LUFTBALLETT—which sort of translates to AIR(DANCE)BALLET in English—began with world champion acrobatic hang glider Jon Gjerde’s dream of transmitting the powerful sound of flying and doing loops on his hang glider to an audience on the ground, while performing a dance in the air. Gjerde, in addition to being a hang glider acrobat, is also an ecofarmer and involved in the technological development of Airborne Wind Energy, a kind of wind energy that utilizes kites at high altitudes. In the future, Airborne Wind Energy might constitute a constructive element within the energy mix. Kites at high altitudes could generate more power than heavier constructions close to the ground.
Human induced climate change is a wicked problem. It asks for new thinking, new ideas and new solutions on pretty much all aspects of how we live our modern lives. Within the Western Norway University of Applied Science a lot of very different people—within various fields of research—are embarking on this great task of our times.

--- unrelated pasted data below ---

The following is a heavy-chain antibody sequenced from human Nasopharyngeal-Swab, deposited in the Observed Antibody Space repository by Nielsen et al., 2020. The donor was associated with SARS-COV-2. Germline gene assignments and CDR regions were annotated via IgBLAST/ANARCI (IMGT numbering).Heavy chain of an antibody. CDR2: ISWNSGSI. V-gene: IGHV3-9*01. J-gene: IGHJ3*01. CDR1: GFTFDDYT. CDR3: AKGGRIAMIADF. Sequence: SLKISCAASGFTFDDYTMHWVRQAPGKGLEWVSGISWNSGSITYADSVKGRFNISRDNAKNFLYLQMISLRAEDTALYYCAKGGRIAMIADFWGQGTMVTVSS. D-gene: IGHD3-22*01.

Throughout an interdisciplinary collaboration with artist Margrethe Kolstad Brekke, and the art-in-public-space-initiative KORO Vågestykke, Jon Gjerde`s idea of a hang glider dance developed to include a program of diverse activities. The hang glider dance, performed with fellow hang glider pilot Olav Martin Bråtveit, expanded into a project which would take place both in the airspace above and around the Kronstad campus of The Western Norway University of Applied Science and inside a small forest on the Campus site. Four future-oriented thematic pillars guided the activities: sustainability, energy, innovation and Utopia. Keeping the historic society-wide GREEN SHIFT in mind, alchemy—i.e. the origin of chemistry and the old art of turning something bad into something good—became the inspiration for transforming the small polluted forest, where remains of industrial waste are layered in the ground, into the main LUFTBALLETT arena. Throughout spring/summer/autumn 2016 more participants were included in the LUFTBALLETT project from students and staff at the college to local kindergartens and people from the Kronstad neighborhood.